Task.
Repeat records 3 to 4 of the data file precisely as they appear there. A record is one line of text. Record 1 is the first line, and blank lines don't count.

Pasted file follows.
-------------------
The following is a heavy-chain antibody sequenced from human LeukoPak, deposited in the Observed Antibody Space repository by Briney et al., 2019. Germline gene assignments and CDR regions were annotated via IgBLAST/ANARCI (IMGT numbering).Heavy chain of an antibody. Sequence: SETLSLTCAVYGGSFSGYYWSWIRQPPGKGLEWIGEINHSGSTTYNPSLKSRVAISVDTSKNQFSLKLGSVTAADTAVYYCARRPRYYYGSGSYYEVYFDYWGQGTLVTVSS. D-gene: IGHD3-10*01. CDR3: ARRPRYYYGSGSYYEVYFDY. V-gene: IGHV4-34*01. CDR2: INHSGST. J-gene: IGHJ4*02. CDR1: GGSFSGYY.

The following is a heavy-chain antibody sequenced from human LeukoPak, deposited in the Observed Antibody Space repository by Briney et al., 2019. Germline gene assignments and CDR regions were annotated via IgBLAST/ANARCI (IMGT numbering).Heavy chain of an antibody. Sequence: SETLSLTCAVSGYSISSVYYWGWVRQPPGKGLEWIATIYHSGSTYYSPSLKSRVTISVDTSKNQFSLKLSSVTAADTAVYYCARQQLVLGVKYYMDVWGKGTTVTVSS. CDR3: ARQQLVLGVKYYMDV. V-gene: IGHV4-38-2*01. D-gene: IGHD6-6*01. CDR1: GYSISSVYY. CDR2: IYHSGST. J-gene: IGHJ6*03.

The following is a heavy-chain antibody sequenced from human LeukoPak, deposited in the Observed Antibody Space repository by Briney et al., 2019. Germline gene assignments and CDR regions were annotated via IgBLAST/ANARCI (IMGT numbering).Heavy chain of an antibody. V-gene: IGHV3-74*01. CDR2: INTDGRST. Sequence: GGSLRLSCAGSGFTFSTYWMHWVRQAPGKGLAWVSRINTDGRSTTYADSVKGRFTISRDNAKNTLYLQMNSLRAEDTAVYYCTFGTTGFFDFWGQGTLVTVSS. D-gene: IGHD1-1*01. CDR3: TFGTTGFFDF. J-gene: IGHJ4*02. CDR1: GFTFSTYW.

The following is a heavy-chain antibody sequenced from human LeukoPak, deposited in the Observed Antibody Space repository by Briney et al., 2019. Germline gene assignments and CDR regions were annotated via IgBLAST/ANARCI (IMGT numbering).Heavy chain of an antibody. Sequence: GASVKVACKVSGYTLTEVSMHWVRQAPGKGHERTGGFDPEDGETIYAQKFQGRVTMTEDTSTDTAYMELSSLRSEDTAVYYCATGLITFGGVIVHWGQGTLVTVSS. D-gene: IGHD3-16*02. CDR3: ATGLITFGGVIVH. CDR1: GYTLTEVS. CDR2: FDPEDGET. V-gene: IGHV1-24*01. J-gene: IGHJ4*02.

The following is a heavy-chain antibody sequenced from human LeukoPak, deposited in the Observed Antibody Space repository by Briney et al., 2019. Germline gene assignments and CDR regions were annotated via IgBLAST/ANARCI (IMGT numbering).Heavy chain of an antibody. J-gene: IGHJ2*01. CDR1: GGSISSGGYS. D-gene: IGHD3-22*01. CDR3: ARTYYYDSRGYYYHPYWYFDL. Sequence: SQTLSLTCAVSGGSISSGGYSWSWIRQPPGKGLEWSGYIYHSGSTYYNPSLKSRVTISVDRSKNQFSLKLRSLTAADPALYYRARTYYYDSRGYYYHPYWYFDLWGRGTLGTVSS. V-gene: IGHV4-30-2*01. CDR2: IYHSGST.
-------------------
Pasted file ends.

The following is a heavy-chain antibody sequenced from human LeukoPak, deposited in the Observed Antibody Space repository by Briney et al., 2019. Germline gene assignments and CDR regions were annotated via IgBLAST/ANARCI (IMGT numbering).Heavy chain of an antibody. V-gene: IGHV3-74*01. CDR2: INTDGRST. Sequence: GGSLRLSCAGSGFTFSTYWMHWVRQAPGKGLAWVSRINTDGRSTTYADSVKGRFTISRDNAKNTLYLQMNSLRAEDTAVYYCTFGTTGFFDFWGQGTLVTVSS. D-gene: IGHD1-1*01. CDR3: TFGTTGFFDF. J-gene: IGHJ4*02. CDR1: GFTFSTYW.

The following is a heavy-chain antibody sequenced from human LeukoPak, deposited in the Observed Antibody Space repository by Briney et al., 2019. Germline gene assignments and CDR regions were annotated via IgBLAST/ANARCI (IMGT numbering).Heavy chain of an antibody. Sequence: GASVKVACKVSGYTLTEVSMHWVRQAPGKGHERTGGFDPEDGETIYAQKFQGRVTMTEDTSTDTAYMELSSLRSEDTAVYYCATGLITFGGVIVHWGQGTLVTVSS. D-gene: IGHD3-16*02. CDR3: ATGLITFGGVIVH. CDR1: GYTLTEVS. CDR2: FDPEDGET. V-gene: IGHV1-24*01. J-gene: IGHJ4*02.